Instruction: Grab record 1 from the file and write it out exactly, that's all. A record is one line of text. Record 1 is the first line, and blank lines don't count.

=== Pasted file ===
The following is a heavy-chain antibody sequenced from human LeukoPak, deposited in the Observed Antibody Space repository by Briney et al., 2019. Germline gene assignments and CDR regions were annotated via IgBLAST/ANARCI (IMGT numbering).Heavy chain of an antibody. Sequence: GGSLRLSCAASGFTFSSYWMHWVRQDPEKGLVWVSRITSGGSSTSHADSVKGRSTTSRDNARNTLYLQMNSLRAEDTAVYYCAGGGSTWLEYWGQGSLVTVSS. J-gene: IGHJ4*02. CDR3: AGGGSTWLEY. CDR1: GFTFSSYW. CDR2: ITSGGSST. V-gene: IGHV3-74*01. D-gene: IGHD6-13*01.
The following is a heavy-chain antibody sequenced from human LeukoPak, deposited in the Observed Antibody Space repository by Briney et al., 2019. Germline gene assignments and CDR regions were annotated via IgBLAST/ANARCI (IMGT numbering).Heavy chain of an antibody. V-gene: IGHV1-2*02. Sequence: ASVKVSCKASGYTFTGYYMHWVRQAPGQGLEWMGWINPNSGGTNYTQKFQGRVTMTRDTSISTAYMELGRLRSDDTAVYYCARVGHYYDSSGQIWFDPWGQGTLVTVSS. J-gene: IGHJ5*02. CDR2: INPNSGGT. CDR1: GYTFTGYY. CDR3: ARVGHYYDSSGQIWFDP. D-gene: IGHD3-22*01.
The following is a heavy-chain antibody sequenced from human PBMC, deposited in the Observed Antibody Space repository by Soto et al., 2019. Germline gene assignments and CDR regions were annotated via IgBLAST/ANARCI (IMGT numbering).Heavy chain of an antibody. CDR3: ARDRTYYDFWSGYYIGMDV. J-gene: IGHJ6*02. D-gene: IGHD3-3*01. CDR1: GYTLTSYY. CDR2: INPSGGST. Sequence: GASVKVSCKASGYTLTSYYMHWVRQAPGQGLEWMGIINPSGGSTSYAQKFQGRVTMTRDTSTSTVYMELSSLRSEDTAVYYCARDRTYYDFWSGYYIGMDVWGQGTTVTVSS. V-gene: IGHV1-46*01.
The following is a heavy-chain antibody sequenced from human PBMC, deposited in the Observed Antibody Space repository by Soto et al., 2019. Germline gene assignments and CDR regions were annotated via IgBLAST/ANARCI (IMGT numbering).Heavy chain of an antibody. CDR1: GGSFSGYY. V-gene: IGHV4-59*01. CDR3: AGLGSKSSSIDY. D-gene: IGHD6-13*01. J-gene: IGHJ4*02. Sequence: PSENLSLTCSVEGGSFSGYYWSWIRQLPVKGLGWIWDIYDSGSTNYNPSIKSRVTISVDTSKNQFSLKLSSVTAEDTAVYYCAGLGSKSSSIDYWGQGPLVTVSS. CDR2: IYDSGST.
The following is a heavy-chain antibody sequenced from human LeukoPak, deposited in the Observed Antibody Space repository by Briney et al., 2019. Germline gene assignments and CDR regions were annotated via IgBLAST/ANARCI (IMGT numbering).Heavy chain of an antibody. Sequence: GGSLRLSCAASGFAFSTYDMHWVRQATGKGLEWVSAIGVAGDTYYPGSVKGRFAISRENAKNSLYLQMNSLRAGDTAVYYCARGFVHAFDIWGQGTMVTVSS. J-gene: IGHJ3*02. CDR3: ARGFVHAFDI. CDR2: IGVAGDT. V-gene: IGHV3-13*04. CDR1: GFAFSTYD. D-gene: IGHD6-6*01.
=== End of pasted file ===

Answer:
The following is a heavy-chain antibody sequenced from human LeukoPak, deposited in the Observed Antibody Space repository by Briney et al., 2019. Germline gene assignments and CDR regions were annotated via IgBLAST/ANARCI (IMGT numbering).Heavy chain of an antibody. Sequence: GGSLRLSCAASGFTFSSYWMHWVRQDPEKGLVWVSRITSGGSSTSHADSVKGRSTTSRDNARNTLYLQMNSLRAEDTAVYYCAGGGSTWLEYWGQGSLVTVSS. J-gene: IGHJ4*02. CDR3: AGGGSTWLEY. CDR1: GFTFSSYW. CDR2: ITSGGSST. V-gene: IGHV3-74*01. D-gene: IGHD6-13*01.